W.R.I.T.E. Poetry Hosts a Discussion on Sexual Consent
April 19, 2017
Hang on for a minute...we're trying to find some more stories you might like.
Email This Story
W.R.I.T.E. Poetry hosted The Big NO on Wednesday (April 12) to education students on the importance of communication in relationships regarding how seriously both partners take them, and what to do when they want to take things further.
The Big NO was a discussion about consent regarding sexual boundaries in relationships. It looked into the views of consent and what it means to agree to engage in any kind of activity involving it. The discussion was a safe and open space to talk about the issue, along with gender norms and social beliefs on consent.
President of W.R.I.T.E., Sierrah Smalls, showed the students a video titled “Tea and Consent,” to kick off the night. The video was a simple parallel to agreeing to have sex with a partner, only with using tea instead of directly talking about sex. Whether a person is passed out, politely refuses, or is unsure about drinking tea, the correct solution is to not make/force the partner to drink tea. The video ends with: “If you are able to understand when people don’t want tea, then how hard is it when people don’t want to have sex?”
The conversation then transitioned into the definition of consent. Some students saw it as simply being comfortable and agreeing to have sex, others pointed out that consent is important for any situation between two partners, be it sexual, romantic, or even platonic. The students in attendance all agreed that it must be an absolutely clear agreement between both parties, and both must respect each other’s wishes.
The discussion ventured into gender roles and how societal beliefs have an impact on the beliefs of consent. A common misconception in heterosexual relationships is that only women need to give consent to their male partner, but students agreed that male partners deserve an opportunity to give or deny consent just as much as women. The portrayal of men as sexual assaulters, and women as victims in the typical sexual assault scenario was also brought up. The students all came to a consensus that gender should not matter and that consent is everything.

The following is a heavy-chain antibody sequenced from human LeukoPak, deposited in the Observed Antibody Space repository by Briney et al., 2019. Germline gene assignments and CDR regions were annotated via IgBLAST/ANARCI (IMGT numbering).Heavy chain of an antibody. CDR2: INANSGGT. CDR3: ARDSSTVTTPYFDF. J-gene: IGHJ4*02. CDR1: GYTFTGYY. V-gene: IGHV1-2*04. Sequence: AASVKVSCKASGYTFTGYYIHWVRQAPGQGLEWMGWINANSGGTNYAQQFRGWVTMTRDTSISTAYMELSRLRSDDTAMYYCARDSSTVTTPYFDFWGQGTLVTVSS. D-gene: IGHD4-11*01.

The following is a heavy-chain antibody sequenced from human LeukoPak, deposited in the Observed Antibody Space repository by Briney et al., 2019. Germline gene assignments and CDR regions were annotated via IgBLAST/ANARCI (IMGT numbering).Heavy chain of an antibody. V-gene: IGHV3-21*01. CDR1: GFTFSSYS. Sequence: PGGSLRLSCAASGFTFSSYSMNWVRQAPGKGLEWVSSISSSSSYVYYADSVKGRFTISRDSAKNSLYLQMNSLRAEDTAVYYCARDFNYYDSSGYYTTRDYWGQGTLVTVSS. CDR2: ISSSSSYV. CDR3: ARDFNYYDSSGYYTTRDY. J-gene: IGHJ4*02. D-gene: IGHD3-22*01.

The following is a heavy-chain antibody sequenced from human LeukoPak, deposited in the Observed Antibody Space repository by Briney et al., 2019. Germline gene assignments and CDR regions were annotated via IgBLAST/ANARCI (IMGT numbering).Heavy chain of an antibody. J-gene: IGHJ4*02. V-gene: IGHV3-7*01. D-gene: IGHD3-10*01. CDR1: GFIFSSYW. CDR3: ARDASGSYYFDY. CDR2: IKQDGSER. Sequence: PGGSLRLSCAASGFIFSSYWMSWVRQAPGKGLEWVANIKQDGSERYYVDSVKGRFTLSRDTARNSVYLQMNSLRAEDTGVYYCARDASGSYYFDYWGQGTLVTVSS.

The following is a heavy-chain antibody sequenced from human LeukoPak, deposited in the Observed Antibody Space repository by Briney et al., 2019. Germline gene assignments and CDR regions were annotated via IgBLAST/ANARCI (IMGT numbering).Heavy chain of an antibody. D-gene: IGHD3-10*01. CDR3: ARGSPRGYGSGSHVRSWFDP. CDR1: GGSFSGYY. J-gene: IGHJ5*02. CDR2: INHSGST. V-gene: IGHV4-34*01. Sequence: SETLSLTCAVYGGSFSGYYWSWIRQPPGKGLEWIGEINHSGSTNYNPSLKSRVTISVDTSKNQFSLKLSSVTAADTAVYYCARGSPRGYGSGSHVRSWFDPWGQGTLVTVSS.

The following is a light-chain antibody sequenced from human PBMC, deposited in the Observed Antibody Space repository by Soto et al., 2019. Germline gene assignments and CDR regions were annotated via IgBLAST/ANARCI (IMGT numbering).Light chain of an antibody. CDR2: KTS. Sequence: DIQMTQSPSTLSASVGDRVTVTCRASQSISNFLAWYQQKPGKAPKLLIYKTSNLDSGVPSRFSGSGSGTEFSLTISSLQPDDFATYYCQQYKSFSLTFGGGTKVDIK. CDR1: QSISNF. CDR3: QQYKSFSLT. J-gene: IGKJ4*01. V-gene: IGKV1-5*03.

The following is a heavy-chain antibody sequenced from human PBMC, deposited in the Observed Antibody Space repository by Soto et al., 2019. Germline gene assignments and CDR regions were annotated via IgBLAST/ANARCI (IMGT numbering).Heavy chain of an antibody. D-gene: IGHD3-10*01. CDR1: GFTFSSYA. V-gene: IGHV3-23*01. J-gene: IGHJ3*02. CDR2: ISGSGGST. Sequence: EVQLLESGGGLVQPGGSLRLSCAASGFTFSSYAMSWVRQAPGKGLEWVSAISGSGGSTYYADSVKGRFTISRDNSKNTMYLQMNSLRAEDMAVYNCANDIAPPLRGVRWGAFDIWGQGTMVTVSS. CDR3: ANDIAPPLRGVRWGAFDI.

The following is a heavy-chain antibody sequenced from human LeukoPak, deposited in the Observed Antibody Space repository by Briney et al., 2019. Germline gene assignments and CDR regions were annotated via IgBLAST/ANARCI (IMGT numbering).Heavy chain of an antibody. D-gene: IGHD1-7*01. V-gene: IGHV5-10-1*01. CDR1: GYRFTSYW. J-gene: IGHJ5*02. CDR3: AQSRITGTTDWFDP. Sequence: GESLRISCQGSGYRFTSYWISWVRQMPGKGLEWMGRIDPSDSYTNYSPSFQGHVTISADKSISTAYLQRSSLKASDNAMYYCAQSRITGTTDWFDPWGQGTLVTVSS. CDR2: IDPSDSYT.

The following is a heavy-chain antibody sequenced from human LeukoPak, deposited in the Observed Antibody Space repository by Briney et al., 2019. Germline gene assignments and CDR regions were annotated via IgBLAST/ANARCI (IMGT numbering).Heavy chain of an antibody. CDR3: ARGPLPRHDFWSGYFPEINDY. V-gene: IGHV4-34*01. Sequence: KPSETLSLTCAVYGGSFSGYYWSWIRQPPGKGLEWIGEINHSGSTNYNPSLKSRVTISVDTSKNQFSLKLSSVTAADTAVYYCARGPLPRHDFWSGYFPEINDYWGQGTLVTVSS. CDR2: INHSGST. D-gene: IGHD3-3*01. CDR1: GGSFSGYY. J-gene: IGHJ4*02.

More misconceptions were discussed when it came to LGBT couples and the beliefs of sexuality and desire for sex. Some negative beliefs included that those who are LGBT simply have not found the right heterosexual experience and can be fixed with the right one, as well as the notion that those who are homosexual are much more sexually active and crave sex all the time. Several students spoke out against this notion, explaining that anyone, regardless of sexuality, wants to be respected and doesn’t want to be judged based on stereotypes and misconceptions.
The talk concluded with a major question: how does one let others know that they must take the time to talk with their partner and be clear about their intentions? Smalls explained that sometimes, because of the awkward content, it is a little difficult for some couples to communicate, causing them to dance around the topic or make it sound pleasing to their partner to avoid unpleasantness.
“The best way to do it is to do it with a way you are comfortable with, but get the message through clearly,” said one student.